By Meena Harris / Special To The Washington Post
On March 2, Dr. Seuss Enterprises announced it would no longer be publishing six of Dr. Seuss’s books because, in the company’s words, they “portray people in ways that are hurtful and wrong.”
I have two young daughters, and I’ve spent countless hours looking for books that would reflect their experiences and encourage their ambitions. As a new parent, I was surprised and frustrated by how hard it was to find those books. Often, I was forced to improvise on the fly — changing pronouns from “he” to “she” or “they,” and sometimes even resorting to coloring a white character’s skin with a brown marker. So I took this news as a small but significant milestone for the millions of other parents of color who have struggled with the same challenges I have.
But instead of sparking a public discussion about what the future of representation in children’s literature can and should look like, this decision has led to a tiresome dialogue about so-called “cancel culture.” Fox News dedicated much of its broadcast Tuesday to the claim that leftists were trying to erase Seuss’s entire legacy, connecting it to a broader paranoia on the right about the renaming of schools and tearing down of Confederate statues.
But “cancel culture” is a bad-faith distraction that had nothing to do with this decision. (“Go, Dog Whistle, Go!”) Dr. Seuss Enterprises, which owns the rights to his books and characters, worked with a panel of experts to hold itself accountable by acknowledging that the six titles it will cease publishing included racist imagery and stereotypes that have no place in today’s children’s literature.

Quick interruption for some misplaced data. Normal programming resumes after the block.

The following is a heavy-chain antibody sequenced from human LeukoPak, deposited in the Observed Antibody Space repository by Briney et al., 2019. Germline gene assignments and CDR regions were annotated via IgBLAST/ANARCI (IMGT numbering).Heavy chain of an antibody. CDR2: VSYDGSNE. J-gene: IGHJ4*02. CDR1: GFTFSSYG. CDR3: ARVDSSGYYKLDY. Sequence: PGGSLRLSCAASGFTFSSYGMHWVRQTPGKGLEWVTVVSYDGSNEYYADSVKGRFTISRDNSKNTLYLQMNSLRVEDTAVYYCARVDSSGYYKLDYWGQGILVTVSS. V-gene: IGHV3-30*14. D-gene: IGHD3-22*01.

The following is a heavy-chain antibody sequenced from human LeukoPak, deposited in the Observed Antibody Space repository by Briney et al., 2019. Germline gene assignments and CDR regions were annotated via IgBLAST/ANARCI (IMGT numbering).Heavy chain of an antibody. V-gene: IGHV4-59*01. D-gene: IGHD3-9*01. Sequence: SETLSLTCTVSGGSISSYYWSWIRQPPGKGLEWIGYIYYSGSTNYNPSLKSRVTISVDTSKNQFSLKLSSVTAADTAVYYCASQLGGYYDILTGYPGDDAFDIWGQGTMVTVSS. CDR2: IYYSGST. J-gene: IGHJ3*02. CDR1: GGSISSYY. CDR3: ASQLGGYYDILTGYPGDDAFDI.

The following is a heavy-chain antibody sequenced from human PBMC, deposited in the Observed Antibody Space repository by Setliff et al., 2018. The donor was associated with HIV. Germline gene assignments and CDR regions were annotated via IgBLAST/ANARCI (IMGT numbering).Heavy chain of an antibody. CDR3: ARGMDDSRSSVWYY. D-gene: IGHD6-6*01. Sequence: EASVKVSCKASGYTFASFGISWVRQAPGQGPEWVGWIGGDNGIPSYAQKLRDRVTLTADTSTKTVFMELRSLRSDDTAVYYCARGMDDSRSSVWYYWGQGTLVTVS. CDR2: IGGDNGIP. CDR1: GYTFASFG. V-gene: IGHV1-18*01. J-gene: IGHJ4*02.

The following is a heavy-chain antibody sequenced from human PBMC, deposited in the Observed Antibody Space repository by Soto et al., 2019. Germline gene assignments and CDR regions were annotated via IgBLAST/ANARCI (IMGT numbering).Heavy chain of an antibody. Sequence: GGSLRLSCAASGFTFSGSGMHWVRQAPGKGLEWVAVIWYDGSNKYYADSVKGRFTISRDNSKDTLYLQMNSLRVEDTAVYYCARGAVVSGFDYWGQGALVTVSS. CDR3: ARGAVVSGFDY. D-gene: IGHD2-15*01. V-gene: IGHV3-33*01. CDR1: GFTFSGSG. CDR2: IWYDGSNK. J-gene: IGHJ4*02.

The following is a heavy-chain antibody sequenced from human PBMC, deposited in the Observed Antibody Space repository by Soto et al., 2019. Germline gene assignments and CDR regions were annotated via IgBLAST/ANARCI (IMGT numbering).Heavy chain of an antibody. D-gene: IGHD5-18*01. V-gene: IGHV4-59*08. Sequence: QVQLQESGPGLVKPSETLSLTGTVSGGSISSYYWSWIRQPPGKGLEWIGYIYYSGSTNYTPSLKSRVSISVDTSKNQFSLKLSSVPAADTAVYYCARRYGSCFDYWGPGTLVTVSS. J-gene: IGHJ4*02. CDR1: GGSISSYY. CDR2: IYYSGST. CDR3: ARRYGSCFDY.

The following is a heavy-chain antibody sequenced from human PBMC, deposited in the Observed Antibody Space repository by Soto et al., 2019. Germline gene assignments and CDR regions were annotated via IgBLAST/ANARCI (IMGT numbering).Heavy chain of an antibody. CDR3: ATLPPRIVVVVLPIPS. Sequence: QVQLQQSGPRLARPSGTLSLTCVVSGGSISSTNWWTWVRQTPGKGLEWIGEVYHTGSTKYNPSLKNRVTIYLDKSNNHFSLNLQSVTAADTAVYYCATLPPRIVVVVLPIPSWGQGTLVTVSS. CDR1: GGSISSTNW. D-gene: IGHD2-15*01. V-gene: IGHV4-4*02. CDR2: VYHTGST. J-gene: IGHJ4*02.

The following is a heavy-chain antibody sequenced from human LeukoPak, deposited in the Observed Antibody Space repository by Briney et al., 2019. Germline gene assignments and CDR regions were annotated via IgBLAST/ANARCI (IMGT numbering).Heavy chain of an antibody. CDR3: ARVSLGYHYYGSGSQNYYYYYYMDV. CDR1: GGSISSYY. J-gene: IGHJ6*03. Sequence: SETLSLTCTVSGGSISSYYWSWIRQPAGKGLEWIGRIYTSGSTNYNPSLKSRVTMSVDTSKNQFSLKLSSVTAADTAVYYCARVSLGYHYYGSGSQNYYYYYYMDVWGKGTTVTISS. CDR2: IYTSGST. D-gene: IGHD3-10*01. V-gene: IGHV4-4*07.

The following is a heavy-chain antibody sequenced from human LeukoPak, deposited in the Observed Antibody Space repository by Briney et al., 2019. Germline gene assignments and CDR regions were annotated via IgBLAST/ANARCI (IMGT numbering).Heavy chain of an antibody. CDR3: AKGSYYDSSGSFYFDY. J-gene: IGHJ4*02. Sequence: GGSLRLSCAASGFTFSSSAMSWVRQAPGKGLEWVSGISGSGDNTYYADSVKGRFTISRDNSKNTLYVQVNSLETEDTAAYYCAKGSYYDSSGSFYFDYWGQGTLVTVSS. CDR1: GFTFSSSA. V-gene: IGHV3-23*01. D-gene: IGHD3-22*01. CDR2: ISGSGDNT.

It was not a referendum on whether Dr. Seuss was racist. It was not an attempt to make parents feel guilty for having “Green Eggs and Ham” on their bookshelves. It was simply a response to the urgent and unaddressed problem of racism and underrepresentation in the content we share with our kids. And that’s the conversation we should be having; not just about the Seuss books, but about children’s literature as a whole, which still has a long way to go.
Raising kids in a multicultural society requires ensuring that they don’t carry the same biases that we do. When you grow up in a world that has harmful messages and images that are constantly, and in many ways unconsciously, communicated through so many staples of our childhoods, it communicates an exclusionary message. It’s not just Seuss; we see these same issues come up again and again with beloved books and movies like “The Jungle Book,” “Babar,” “Curious George,” and much of the Disney canon.
So much effort is put into teaching adults to unlearn the deep-seated racism they picked up at a young age. Shouldn’t we be just as committed to making sure that the next generation of kids don’t learn those ideas in the first place? (“Oh, The Time You’ll Save!”)
Children’s books have a profound impact on young, developing minds. They are crucial to early vocabulary development, offer morals and lessons, and shape how children understand the world around them. At a very young age, children can begin to internalize harmful racial stereotypes based on the environment and media they’re exposed to, with a number of studies showing children as young as three can harbor racial bias.